EVIDENCE-BASED GUN VIOLENCE PREVENTION RECOMMENDATIONS FOR WISCONSIN
1) Require background checks on all gun sales.
- Eight out of ten Wisconsin residents, including gun owners, support a law requiring background checks on all gun sales.[iii]
- When Missouri repealed its permit-to-purchase law, which required a background check prior to purchasing a handgun, firearm homicides in the state soared by 25%. That means an additional 49 to 68 people are murdered every year.[ii]
- In the 10 years following Connecticut’s passage of its law requiring prospective handgun buyers to first obtain a permit -by passing a criminal background check- firearm homicides declined by 40%.[i]
- In Wisconsin, federally licensed dealers are required to conduct a background check on all firearm sales, but private sellers are not. This private sale loophole allows just about anyone to buy a gun with no background check, no identification, and no questions asked.
2) Prohibit habitual criminals and those with violent misdemeanor convictions from purchasing or possessing firearms for 10 years.
- Research shows the clearest predictor of future violence is past violence. A study found that people who lawfully bought handguns, even though they previously had been convicted of two or more violent misdemeanors, were 15 times as likely as handgun purchasers with no criminal history to later be arrested for murder, rape, robbery or aggravated assault.[i]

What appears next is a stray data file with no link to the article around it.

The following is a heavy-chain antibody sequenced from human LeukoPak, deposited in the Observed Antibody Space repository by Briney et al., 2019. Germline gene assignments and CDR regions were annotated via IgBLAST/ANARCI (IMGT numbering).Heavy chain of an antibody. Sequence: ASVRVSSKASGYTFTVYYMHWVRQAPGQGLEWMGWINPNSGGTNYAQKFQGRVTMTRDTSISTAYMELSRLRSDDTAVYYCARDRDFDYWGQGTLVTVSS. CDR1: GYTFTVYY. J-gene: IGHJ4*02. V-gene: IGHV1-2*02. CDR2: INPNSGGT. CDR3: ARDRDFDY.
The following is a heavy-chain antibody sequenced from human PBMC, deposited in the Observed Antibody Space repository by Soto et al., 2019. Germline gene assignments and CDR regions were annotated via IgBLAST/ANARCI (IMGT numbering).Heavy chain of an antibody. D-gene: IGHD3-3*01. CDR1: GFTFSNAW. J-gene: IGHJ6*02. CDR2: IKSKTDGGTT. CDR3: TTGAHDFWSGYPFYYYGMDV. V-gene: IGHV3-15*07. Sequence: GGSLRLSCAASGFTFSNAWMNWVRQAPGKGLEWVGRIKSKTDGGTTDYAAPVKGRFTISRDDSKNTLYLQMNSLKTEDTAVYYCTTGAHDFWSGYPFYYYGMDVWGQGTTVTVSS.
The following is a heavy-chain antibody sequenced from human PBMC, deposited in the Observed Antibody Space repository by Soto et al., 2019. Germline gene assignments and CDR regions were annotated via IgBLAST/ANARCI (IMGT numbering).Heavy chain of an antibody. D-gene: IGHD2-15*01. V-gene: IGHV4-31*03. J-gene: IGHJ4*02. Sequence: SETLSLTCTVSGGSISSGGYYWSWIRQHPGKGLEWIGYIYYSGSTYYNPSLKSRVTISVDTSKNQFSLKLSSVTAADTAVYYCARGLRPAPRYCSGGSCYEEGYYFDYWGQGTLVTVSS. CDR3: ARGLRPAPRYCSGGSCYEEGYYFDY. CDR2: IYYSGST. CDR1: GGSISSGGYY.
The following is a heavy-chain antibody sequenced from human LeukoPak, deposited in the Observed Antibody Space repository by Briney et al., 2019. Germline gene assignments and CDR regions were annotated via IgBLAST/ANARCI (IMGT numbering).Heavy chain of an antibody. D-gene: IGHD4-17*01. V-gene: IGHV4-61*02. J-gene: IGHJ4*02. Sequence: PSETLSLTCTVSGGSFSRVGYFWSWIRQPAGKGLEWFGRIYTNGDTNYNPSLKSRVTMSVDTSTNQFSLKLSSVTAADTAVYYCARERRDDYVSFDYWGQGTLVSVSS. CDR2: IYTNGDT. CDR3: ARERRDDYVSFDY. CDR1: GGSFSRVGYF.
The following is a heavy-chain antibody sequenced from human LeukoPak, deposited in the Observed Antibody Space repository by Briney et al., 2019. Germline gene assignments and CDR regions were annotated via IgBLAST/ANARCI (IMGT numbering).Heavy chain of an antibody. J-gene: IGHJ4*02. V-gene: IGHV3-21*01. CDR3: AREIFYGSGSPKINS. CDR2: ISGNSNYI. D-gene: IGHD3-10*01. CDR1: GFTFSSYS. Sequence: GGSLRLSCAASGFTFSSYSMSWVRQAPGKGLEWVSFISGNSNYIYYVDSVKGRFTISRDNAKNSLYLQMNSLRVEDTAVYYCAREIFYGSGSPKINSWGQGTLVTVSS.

3) Create a mechanism that allows for the temporary removal of guns when individuals are at high risk of harming themselves or others.
- Often after a horrible tragedy, such as a mass shooting or a suicide, family members will report they saw clear warning signs, but there was nothing they could do.
- The creation of a Lethal Violence Protective Order would give family members and law enforcement officers the means to ask a judge to temporarily prohibit a person from purchasing or possessing a firearm.
4) Reinstate the 48-hour waiting period for handgun sales.
- Evidence presented in The American Journal of Public Health demonstrates that waiting periods are an effective means of reducing gun suicide. States with a waiting period for handgun sales had 51% fewer firearm suicides per capita.[ii]
- That same study found, “In 11 states with waiting periods, the longer the waiting period, the lower the gun suicide rate.” [iii]